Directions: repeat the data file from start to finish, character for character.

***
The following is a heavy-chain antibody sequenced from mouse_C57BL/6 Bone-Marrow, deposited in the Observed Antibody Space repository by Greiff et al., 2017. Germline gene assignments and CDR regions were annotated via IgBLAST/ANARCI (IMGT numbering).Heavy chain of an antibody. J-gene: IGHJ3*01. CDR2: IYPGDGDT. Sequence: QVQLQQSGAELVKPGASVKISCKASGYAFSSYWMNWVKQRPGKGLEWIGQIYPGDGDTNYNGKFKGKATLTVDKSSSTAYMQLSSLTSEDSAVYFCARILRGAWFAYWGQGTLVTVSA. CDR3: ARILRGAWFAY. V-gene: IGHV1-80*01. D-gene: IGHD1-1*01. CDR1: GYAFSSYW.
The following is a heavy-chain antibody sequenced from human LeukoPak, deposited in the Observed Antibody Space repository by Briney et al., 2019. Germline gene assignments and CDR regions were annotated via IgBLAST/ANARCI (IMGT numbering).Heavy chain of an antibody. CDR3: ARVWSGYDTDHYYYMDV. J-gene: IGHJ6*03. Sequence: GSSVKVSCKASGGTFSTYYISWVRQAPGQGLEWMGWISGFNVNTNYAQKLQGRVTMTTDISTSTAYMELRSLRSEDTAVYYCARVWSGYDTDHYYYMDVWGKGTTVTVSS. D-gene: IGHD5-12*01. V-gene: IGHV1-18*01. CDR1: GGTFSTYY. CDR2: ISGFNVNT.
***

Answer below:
The following is a heavy-chain antibody sequenced from mouse_C57BL/6 Bone-Marrow, deposited in the Observed Antibody Space repository by Greiff et al., 2017. Germline gene assignments and CDR regions were annotated via IgBLAST/ANARCI (IMGT numbering).Heavy chain of an antibody. J-gene: IGHJ3*01. CDR2: IYPGDGDT. Sequence: QVQLQQSGAELVKPGASVKISCKASGYAFSSYWMNWVKQRPGKGLEWIGQIYPGDGDTNYNGKFKGKATLTVDKSSSTAYMQLSSLTSEDSAVYFCARILRGAWFAYWGQGTLVTVSA. CDR3: ARILRGAWFAY. V-gene: IGHV1-80*01. D-gene: IGHD1-1*01. CDR1: GYAFSSYW.
The following is a heavy-chain antibody sequenced from human LeukoPak, deposited in the Observed Antibody Space repository by Briney et al., 2019. Germline gene assignments and CDR regions were annotated via IgBLAST/ANARCI (IMGT numbering).Heavy chain of an antibody. CDR3: ARVWSGYDTDHYYYMDV. J-gene: IGHJ6*03. Sequence: GSSVKVSCKASGGTFSTYYISWVRQAPGQGLEWMGWISGFNVNTNYAQKLQGRVTMTTDISTSTAYMELRSLRSEDTAVYYCARVWSGYDTDHYYYMDVWGKGTTVTVSS. D-gene: IGHD5-12*01. V-gene: IGHV1-18*01. CDR1: GGTFSTYY. CDR2: ISGFNVNT.